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   which is maintained by the TSB.  Members of the SG-specific listname
   may include the SG Chairman, SG Vice Chairmen, Working Party
   Chairmen, concerned Rapporteurs, other experts designated by the SG
   and the SG Counselor.  This will enable the SGs to monitor the new
   work items for possible overlap or interest to their Study Group.  It
   is expected that this mailing list will see a few messages per month.
   Each SG Chairman, or designated representative, may provide comments
   on these charters by responding to the IESG mailing list at clearly indicating their ITU-T position and the nature
   of their concern.  Plain-text email is preferred on the IESG mailing

   It should be noted that the IETF turnaround time for new Working
   Group charters is two weeks.  As a result, the mailing list should be
   consistently monitored.

3.1.3 How the IETF Learns About ITU-T Work Items

The ITU-T work programme is documented in the Questions of each Study Group. These can be found on the ITU-T web site. Study Groups should send updates to the IETF NewWork mailing list as they occur. Area Directors or WG Chairs should provide comments to the relevant SG Chairman in cases of possible overlap or interest.

3.2 Representation

ISOC, including its standards body IETF, is a Sector Member of the ITU-T. As a result, ISOC delegates are therefore afforded the same rights as other ITU-T Sector Members (see 3.2.1). Conversely, ITU-T delegates may participate in the work of the IETF as representatives of the ITU-T (see 3.2.2). To promote collaboration it is useful to facilitate communication between the organizations as further described below.

3.2.1 IETF Recognition at ITU-T

Participants from the IETF may participate in ITU-T meetings as ISOC delegates if the appropriate IETF Working Group (or Area) has approved their attendance. This approval will be communicated to the TSB in the form of a registration for a particular ITU-T meeting by the IAB Chair.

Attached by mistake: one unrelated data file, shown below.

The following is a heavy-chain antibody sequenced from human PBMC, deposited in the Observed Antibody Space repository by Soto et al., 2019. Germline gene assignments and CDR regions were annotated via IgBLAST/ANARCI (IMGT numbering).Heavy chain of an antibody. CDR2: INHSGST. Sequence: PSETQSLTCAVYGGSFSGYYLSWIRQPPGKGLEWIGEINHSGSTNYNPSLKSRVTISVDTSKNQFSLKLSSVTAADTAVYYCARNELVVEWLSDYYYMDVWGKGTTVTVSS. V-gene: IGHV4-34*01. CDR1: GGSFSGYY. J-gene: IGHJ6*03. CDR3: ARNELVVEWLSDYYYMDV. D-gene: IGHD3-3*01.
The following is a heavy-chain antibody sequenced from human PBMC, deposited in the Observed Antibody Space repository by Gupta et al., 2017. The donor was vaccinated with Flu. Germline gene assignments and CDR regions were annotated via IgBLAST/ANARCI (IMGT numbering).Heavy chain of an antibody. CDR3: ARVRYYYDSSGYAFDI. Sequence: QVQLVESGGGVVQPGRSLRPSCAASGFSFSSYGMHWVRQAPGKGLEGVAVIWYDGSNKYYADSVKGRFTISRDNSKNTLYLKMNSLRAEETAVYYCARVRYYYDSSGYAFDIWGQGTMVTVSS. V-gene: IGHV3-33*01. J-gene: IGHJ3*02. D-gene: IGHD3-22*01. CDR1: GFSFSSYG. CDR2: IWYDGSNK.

3.2.2 ITU-T Recognition at ISOC/IETF

ITU-T Study Group Chairmen can authorize one or more members to attend an IETF meeting as an official ITU-T delegate speaking authoritatively on behalf of the activities of the Study Group (or a
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   particular Rapporteur Group).  The Study Group Chairman sends the
   ITU-T list of delegates by email to the Working Group chair, with a
   copy to the Area Directors, and also to the Study Group.  Note that,
   according to IETF process, opinions expressed by any such delegate
   are given equal weight with opinions expressed by other working group

3.2.3 Communication Contacts

To foster ongoing communication between the ITU-T and IETF, it is important to identify and establish contact points within each organization. Contact points may include: 1) ITU-T Study Group Chairman and IETF Area Director An IETF Area Director is the individual responsible for overseeing a major focus of activity with a scope similar to that of an ITU-T Study Group Chairman. These positions are both relatively long- term (of several years) and offer the stability of contact points between the two organizations for a given topic. 2) ITU-T Rapporteur and IETF Working Group Chair An IETF Working Group Chair is an individual who is assigned to lead the work on a specific task within one particular Area with a scope similar to that of an ITU-T Rapporteur. These positions are working positions (of a year or more) that typically end when the work on a specific topic ends. Collaboration here is very beneficial to ensure the actual work gets done. 3) Other Contact Points It may be beneficial to establish additional contact points for specific topics of mutual interest. These contact points should be established early in the work effort, and in some cases the contact point identified by each organization may be the same individual. Note that the current IETF Area Directors and Working Group Chairs can be found in the IETF Working Group charters. The current ITU-T Study Group Chairmen and Rapporteurs are listed on the ITU-T web page.